Health Insurance Portability and Accountability Act [HIPAA] - Effects of Healthcare and Research

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Effects on Healthcare and Research

The enactment of the Privacy and Security Rules has caused major alterations, changes and modifications in the manner healthcare organizations and physicians carry out their operations. The complex legalities involved and thereafter potentially stiff penalties associated with HIPAA including the increase in amount of paperwork and the cost of its implementation are the causes for concern amongst physicians and healthcare organizations.

a) Effects on Healthcare

The complexities of HIPAA accompanied with potentially stiff penalties for violators, can lead healthcare organizations and physicians to withhold relevant information from those individuals who may have a right to it or are associated with it. A recent review of the implementation of the HIPAA Privacy Rule by the U.S. Government Accountability Office found that healthcare providers were uncertain about their responsibilities pertaining to privacy, confidentiality and legal matters. Such healthcare service providers responded with an over-guarded approach quite frequently, especially when it came to disclosure of relevant data or information and thereby were unable to ensure compliance with the Privacy rule under HIPAA as desired. Till date the reports of this uncertainty continues to prevail.
b) Effects on Research

On account of restrictions imposed by HIPAA on the researchers, it has resulted in their inability to perform retrospective, chart-based qualitative and quantitative research of databases and their ability to prospectively evaluate patients by contacting them for a follow-up. Both Clinical Research and Market Research activities are bought under purview of HIPAA. A survey project from the University of Michigan demonstrated that by implementing HIPAA Privacy rule, there was a significant drop from 96% to 34% pertaining to follow-up surveys completed by study patients being subsequent to a Myocardial infarction (heart attack). In another study, showcasing the effects of HIPAA on patient recruitment process for a cancer prevention study, the results depicted that HIPAA-mandated changes led to a 73% decrease in patient accrual accompanied with tripling of time spent on recruitment of patients with tripling of mean recruitment costs.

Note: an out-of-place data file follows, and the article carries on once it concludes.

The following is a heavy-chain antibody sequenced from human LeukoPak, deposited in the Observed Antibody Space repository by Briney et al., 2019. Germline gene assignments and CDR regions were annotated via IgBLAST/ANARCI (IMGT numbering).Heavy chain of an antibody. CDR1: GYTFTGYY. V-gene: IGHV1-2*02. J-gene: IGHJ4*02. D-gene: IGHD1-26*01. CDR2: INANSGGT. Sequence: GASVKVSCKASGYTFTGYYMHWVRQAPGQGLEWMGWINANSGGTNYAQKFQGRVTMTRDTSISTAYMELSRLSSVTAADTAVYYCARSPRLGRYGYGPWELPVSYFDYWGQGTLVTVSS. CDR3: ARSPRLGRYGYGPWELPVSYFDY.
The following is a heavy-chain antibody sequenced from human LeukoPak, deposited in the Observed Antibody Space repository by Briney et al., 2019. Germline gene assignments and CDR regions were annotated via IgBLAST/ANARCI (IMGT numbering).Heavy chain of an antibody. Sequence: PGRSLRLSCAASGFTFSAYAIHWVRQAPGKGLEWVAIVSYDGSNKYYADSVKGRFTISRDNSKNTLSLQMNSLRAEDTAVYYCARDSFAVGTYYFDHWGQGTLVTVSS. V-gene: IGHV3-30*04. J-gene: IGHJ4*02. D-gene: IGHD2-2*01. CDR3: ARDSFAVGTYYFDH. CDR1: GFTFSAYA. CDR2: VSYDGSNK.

Under HIPAA, it is mandatory to include informed consent forms meant for research studies that are required to incorporate extensive details as to how the participant's protected health data and information would be kept with confidentiality. It is important to note that even though such information is essential , the addition of a lengthy, legal section regarding confidentiality and privacy may make such complex documentation a cumbersome and less user-friendly process especially for patients who are required to read, grasp, understand and sign on the streamlined or standardized processes.

Based on the feedback received pertaining to privacy rule in the manner and method in which the HIPAA process is being currently implemented, this is definitely going to have negative impact on the cost and quality of medical research studies. Dr. Kim Eagle, professor of internal medicine at the University of Michigan, was quoted in the Annals article as saying, "Privacy is important, but research is also important for improving care. We hope that we will figure this out and do it right.

Special considerations for data privacy and confidentiality are required for healthcare organizations offering federally-funded drug or alcohol rehabilitation products and services. Prior to the enactment of this act, other legislation acts that preceeded HIPAA by over a quarter century include Comprehensive Alcohol Abuse and Alcoholism Prevention, Treatment and Rehabilitation Act of 1970 and language amended by the Drug Abuse Office and Treatment Act of 1972.

It is important to note that Privacy Rule of HIPAA does not override the FDAs Human Subject Protection Regulations.

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